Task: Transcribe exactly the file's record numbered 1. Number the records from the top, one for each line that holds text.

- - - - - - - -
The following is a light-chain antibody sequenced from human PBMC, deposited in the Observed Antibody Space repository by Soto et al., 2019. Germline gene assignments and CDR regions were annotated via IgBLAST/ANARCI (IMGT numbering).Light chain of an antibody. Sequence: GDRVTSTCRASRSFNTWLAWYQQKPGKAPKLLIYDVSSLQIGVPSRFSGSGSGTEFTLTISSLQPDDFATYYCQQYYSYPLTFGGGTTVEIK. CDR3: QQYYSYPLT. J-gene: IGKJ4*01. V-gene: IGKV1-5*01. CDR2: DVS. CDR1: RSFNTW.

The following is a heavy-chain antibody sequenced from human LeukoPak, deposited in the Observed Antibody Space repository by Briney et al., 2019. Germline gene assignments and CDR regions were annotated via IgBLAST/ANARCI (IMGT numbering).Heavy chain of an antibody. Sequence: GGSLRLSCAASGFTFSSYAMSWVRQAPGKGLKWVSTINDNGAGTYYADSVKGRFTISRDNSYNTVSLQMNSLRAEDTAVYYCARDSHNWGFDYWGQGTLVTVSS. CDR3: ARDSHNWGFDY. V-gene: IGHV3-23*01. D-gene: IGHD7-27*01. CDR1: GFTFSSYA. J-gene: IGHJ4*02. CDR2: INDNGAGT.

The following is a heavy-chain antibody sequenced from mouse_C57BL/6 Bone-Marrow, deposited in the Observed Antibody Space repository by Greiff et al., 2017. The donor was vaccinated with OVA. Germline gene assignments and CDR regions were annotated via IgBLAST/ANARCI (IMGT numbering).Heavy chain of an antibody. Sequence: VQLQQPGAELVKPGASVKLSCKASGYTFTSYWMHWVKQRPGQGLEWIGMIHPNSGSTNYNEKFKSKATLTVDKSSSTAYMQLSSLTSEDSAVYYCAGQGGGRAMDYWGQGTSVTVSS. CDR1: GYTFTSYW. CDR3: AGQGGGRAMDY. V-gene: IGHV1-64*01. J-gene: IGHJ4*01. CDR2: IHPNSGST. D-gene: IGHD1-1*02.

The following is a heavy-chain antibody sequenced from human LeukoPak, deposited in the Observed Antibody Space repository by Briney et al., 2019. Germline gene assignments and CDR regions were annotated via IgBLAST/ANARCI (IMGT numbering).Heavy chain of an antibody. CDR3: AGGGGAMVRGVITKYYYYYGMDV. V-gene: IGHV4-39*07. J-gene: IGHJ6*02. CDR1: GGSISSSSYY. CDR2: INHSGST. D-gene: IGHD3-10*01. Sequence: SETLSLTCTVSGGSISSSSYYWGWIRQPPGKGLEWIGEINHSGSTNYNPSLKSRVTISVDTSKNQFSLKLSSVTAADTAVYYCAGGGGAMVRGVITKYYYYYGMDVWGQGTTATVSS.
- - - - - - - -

The following is a light-chain antibody sequenced from human PBMC, deposited in the Observed Antibody Space repository by Soto et al., 2019. Germline gene assignments and CDR regions were annotated via IgBLAST/ANARCI (IMGT numbering).Light chain of an antibody. Sequence: GDRVTSTCRASRSFNTWLAWYQQKPGKAPKLLIYDVSSLQIGVPSRFSGSGSGTEFTLTISSLQPDDFATYYCQQYYSYPLTFGGGTTVEIK. CDR3: QQYYSYPLT. J-gene: IGKJ4*01. V-gene: IGKV1-5*01. CDR2: DVS. CDR1: RSFNTW.